Millions of Pakistanis save billions of rupees in informal, interest-free savings circles called ballot committees, run by housewives, students, office workers, shopkeepers, even high-society ladies. Each member of a group of trusted friends or relatives contributes the same sum daily or monthly to a pool for a predetermined length of time, usually one year. Through a ballot, each participant is allotted a number indicating his or her turn. Every month, one participant gets the pool total. Everyone on the committee keeps contributing until each member gets a pot of cash.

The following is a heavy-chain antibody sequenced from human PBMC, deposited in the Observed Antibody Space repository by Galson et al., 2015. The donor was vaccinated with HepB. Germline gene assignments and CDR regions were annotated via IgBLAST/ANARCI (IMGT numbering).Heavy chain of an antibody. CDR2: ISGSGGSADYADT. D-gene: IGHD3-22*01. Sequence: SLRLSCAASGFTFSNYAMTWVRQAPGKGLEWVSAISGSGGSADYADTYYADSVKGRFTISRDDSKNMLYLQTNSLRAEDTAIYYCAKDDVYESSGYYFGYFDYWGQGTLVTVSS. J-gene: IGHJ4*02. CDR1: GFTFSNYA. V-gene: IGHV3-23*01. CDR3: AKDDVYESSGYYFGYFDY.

Pictured, Farzana Khatoon, 52, a mother of two sons and three daughters, with kitchen appliances, dishes, gold jewelry, and other items she bought for her daughter's wedding. She received 50,000 rupees ($512) in a ballot committee, which she used to buy the household goods that are traditionally parents’ gifts for a daughter's wedding.